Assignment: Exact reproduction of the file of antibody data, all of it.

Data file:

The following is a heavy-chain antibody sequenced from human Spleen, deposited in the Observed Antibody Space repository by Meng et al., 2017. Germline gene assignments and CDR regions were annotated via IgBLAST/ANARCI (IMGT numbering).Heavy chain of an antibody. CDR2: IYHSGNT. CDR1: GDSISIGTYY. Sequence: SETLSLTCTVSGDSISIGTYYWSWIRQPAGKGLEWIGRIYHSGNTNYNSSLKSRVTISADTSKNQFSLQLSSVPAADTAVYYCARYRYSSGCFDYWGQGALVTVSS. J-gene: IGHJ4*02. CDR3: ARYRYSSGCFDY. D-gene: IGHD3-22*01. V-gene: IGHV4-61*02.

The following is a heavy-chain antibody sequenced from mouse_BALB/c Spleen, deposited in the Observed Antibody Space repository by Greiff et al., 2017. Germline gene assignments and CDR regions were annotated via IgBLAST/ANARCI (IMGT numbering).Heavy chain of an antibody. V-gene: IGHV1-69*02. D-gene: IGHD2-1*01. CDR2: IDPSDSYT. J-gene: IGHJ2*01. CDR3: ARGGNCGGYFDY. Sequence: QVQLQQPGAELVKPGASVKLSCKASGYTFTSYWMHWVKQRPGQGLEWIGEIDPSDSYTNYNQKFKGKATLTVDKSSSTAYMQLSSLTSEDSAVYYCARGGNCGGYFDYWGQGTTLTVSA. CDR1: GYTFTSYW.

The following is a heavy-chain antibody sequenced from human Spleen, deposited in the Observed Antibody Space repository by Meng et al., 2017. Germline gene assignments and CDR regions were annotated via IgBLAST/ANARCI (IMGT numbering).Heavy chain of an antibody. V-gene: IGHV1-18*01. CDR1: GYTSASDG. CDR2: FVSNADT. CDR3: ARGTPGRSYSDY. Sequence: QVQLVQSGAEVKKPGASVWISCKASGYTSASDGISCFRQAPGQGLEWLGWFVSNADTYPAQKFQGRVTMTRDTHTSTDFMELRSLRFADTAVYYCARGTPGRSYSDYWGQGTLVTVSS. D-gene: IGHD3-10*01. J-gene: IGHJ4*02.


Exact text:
The following is a heavy-chain antibody sequenced from human Spleen, deposited in the Observed Antibody Space repository by Meng et al., 2017. Germline gene assignments and CDR regions were annotated via IgBLAST/ANARCI (IMGT numbering).Heavy chain of an antibody. CDR2: IYHSGNT. CDR1: GDSISIGTYY. Sequence: SETLSLTCTVSGDSISIGTYYWSWIRQPAGKGLEWIGRIYHSGNTNYNSSLKSRVTISADTSKNQFSLQLSSVPAADTAVYYCARYRYSSGCFDYWGQGALVTVSS. J-gene: IGHJ4*02. CDR3: ARYRYSSGCFDY. D-gene: IGHD3-22*01. V-gene: IGHV4-61*02.

The following is a heavy-chain antibody sequenced from mouse_BALB/c Spleen, deposited in the Observed Antibody Space repository by Greiff et al., 2017. Germline gene assignments and CDR regions were annotated via IgBLAST/ANARCI (IMGT numbering).Heavy chain of an antibody. V-gene: IGHV1-69*02. D-gene: IGHD2-1*01. CDR2: IDPSDSYT. J-gene: IGHJ2*01. CDR3: ARGGNCGGYFDY. Sequence: QVQLQQPGAELVKPGASVKLSCKASGYTFTSYWMHWVKQRPGQGLEWIGEIDPSDSYTNYNQKFKGKATLTVDKSSSTAYMQLSSLTSEDSAVYYCARGGNCGGYFDYWGQGTTLTVSA. CDR1: GYTFTSYW.

The following is a heavy-chain antibody sequenced from human Spleen, deposited in the Observed Antibody Space repository by Meng et al., 2017. Germline gene assignments and CDR regions were annotated via IgBLAST/ANARCI (IMGT numbering).Heavy chain of an antibody. V-gene: IGHV1-18*01. CDR1: GYTSASDG. CDR2: FVSNADT. CDR3: ARGTPGRSYSDY. Sequence: QVQLVQSGAEVKKPGASVWISCKASGYTSASDGISCFRQAPGQGLEWLGWFVSNADTYPAQKFQGRVTMTRDTHTSTDFMELRSLRFADTAVYYCARGTPGRSYSDYWGQGTLVTVSS. D-gene: IGHD3-10*01. J-gene: IGHJ4*02.